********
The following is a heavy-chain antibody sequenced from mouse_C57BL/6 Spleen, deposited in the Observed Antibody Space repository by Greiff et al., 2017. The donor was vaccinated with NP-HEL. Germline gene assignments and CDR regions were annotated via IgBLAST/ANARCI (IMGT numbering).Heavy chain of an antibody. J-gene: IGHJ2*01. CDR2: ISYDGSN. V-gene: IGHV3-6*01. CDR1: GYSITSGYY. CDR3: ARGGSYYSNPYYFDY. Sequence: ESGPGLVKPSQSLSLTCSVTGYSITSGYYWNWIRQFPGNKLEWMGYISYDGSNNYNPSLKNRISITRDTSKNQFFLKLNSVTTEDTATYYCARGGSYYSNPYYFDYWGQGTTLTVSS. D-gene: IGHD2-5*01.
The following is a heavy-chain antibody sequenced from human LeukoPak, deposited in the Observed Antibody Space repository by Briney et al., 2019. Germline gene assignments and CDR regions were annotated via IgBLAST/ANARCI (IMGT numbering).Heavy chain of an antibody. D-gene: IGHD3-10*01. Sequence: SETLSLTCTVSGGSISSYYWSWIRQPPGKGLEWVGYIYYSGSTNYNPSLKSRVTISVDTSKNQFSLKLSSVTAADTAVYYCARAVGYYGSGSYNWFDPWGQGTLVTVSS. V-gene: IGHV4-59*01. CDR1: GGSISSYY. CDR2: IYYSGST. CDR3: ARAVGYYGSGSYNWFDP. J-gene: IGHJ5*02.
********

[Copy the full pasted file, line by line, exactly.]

The following is a heavy-chain antibody sequenced from mouse_C57BL/6 Spleen, deposited in the Observed Antibody Space repository by Greiff et al., 2017. The donor was vaccinated with NP-HEL. Germline gene assignments and CDR regions were annotated via IgBLAST/ANARCI (IMGT numbering).Heavy chain of an antibody. J-gene: IGHJ2*01. CDR2: ISYDGSN. V-gene: IGHV3-6*01. CDR1: GYSITSGYY. CDR3: ARGGSYYSNPYYFDY. Sequence: ESGPGLVKPSQSLSLTCSVTGYSITSGYYWNWIRQFPGNKLEWMGYISYDGSNNYNPSLKNRISITRDTSKNQFFLKLNSVTTEDTATYYCARGGSYYSNPYYFDYWGQGTTLTVSS. D-gene: IGHD2-5*01.
The following is a heavy-chain antibody sequenced from human LeukoPak, deposited in the Observed Antibody Space repository by Briney et al., 2019. Germline gene assignments and CDR regions were annotated via IgBLAST/ANARCI (IMGT numbering).Heavy chain of an antibody. D-gene: IGHD3-10*01. Sequence: SETLSLTCTVSGGSISSYYWSWIRQPPGKGLEWVGYIYYSGSTNYNPSLKSRVTISVDTSKNQFSLKLSSVTAADTAVYYCARAVGYYGSGSYNWFDPWGQGTLVTVSS. V-gene: IGHV4-59*01. CDR1: GGSISSYY. CDR2: IYYSGST. CDR3: ARAVGYYGSGSYNWFDP. J-gene: IGHJ5*02.